Government must ban bee-harming pesticides as new research shows risk to bumblebee extinction
The government must act to permanently ban bee-harming pesticides says Friends of the Earth as new research from Royal Holloway University released today (14 August) suggests that neonicotinoid pesticides pose a risk of bumblebee extinction.
The research showed that queen bees exposed to neonicotinoid pesticides were 26% less likely to be able to start a new colony.
Friends of the Earth is urging the UK government to back moves in the EU to permanently extend current neonicotinoid restrictions to all crops – and commit to keeping any ban post-Brexit.
Responding to the research, Sandra Bell, Friends of the Earth nature campaigner, said:
“This new study comes hot on the heels of the largest field trials of neonicotinoids showing harm to honey bees and wild bees. It also follows new evidence of how these pesticides leak into the environment and turn up in wildflowers posing further risk to bees.
“It is clear that use of these chemicals on any crop poses a risk to bees and other wildlife. The Government has repeatedly said it will follow the science – how much more science does it need before it acts to protect our precious bees?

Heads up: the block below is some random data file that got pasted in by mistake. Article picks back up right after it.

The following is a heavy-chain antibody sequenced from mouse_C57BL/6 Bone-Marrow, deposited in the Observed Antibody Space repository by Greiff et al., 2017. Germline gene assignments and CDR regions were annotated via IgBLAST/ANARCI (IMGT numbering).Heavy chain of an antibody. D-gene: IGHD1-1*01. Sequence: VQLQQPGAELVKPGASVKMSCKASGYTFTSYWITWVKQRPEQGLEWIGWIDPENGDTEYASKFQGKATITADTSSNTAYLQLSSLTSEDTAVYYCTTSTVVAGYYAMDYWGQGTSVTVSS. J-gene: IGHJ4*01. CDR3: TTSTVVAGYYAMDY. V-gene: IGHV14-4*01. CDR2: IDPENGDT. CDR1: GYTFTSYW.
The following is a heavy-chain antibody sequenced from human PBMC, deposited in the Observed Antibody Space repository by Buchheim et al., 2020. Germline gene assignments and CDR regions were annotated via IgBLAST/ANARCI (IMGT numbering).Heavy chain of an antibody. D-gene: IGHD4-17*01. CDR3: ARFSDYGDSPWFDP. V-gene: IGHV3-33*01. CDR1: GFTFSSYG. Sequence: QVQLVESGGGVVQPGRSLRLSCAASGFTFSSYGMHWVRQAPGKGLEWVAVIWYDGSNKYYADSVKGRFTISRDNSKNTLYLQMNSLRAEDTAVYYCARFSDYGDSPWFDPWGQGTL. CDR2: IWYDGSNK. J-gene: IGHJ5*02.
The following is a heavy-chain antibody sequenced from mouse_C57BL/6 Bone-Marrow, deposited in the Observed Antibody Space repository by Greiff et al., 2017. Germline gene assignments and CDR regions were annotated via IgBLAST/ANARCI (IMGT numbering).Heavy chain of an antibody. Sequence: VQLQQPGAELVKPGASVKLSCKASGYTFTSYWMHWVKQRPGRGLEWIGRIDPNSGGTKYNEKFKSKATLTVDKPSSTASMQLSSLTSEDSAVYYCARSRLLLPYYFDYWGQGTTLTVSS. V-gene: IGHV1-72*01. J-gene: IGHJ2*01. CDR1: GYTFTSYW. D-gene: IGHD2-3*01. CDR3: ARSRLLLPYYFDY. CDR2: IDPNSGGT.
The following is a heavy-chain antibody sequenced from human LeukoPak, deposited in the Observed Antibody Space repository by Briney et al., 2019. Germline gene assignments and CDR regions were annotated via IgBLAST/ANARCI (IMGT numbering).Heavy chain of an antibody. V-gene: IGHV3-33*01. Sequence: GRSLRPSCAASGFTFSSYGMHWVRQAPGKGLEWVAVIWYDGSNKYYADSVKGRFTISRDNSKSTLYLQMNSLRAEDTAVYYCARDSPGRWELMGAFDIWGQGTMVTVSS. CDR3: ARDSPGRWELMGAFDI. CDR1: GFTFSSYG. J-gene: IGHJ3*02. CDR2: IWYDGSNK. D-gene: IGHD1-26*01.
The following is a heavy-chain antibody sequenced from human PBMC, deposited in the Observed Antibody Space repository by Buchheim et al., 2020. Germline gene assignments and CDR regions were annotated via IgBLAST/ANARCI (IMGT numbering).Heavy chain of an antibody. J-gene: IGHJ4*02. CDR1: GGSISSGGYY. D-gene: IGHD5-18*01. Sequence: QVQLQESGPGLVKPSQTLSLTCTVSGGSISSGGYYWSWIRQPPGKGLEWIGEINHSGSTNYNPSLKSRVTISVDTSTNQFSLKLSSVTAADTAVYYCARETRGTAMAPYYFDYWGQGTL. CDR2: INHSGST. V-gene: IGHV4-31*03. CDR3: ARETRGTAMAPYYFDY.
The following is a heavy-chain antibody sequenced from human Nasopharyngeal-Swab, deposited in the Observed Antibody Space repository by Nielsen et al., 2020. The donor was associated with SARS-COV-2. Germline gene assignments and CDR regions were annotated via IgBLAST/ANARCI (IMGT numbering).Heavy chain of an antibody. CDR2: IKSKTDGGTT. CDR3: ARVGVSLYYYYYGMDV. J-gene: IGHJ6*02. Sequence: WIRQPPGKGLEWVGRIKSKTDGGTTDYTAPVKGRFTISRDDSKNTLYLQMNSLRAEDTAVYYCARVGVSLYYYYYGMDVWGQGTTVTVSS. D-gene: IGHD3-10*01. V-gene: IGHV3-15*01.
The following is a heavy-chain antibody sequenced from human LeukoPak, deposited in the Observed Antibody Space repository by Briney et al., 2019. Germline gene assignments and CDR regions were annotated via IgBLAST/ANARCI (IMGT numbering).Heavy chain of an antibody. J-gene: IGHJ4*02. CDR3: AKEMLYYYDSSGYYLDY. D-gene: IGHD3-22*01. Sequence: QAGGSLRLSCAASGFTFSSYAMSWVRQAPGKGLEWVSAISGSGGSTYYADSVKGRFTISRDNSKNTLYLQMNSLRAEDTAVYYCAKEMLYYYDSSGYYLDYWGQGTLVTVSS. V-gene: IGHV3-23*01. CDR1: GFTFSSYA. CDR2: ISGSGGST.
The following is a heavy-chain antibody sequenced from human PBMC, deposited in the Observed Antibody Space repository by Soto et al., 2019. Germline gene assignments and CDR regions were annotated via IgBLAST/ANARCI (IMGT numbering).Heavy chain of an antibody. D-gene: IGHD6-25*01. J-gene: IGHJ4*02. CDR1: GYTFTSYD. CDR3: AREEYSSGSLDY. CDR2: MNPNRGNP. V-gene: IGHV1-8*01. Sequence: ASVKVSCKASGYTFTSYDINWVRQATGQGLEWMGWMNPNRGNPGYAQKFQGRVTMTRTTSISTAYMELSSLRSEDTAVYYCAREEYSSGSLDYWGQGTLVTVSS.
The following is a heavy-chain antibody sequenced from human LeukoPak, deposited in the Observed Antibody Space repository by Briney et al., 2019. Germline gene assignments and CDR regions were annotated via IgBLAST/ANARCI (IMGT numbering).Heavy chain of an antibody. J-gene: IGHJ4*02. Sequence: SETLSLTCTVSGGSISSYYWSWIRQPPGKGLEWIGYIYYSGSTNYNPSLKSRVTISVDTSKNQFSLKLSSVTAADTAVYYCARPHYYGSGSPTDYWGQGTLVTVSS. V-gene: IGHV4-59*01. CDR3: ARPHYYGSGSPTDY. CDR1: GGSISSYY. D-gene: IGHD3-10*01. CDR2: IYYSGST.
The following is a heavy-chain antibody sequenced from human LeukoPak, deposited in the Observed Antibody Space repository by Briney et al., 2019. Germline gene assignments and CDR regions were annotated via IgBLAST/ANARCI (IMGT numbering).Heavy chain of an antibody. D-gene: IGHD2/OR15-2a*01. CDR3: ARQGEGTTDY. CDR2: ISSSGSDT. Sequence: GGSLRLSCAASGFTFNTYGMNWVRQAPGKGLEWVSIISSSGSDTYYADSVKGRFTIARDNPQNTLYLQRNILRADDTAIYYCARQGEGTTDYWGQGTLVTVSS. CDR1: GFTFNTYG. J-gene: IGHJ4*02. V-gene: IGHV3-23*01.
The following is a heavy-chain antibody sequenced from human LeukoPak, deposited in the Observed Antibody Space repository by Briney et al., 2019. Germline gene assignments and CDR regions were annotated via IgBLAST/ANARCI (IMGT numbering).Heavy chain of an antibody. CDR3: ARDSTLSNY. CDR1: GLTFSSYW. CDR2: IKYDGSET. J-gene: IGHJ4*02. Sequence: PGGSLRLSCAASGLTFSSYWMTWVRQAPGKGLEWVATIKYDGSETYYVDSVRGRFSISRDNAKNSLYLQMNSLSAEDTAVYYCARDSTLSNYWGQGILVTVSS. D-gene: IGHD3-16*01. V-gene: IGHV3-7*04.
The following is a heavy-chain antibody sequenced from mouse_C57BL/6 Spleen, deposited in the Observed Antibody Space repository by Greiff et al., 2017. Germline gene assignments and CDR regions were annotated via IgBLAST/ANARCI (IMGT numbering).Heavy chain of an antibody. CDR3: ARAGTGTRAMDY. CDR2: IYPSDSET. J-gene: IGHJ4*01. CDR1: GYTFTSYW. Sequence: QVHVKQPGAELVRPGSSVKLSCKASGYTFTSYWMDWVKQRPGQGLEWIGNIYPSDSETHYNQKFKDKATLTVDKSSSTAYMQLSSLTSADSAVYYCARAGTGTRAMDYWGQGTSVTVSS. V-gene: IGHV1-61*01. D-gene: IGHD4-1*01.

“Michael Gove must put his support behind a comprehensive ban on neonicotinoid pesticides across the EU and continue the ban in the UK post-Brexit”
- Bumblebees are less able to start colonies when exposed to a common neonicotinoid pesticide, which could lead to collapses in wild bee populations, according to new research published today (link live at 4pm) in Nature Ecology & Evolution. Researchers from Royal Holloway, University of London, and the University of Guelph have found that exposure to thiamethoxam, a common pesticide, reduced the chances of a bumblebee queen starting a new colony by more than a quarter.
- In June 2017 a pan-European field study was published providing evidence that neonicotinoids harm honeybees and wild bees. Covering a crop area equivalent to 3,000 football pitches, it was the biggest yet real-world study of these pesticides. Undertaken in the UK, Germany and Hungary, the experiment found : Increasing levels of neonicotinoid residues in the nests of wild bee species was linked with lower reproductive success across all three countries; Exposure to treated crops reduced overwintering success of honeybee colonies – a key measure of year-to-year viability – in the UK and Hungary.
- Another study this year, carried out on corn farms in Canada, found crops were not the main source of neonicotinoids to which bees were exposed. Instead, the contaminated pollen came from wildflowers, as has also been shown in the UK. Nadia Tsvetkov, at York University in Canada and who led the research said that “This indicates that neonicotinoids, which are water soluble, spill over from fields into the surrounding environment, where they are taken up by other plants that are very attractive to bees”.
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Published by Friends of the Earth Trust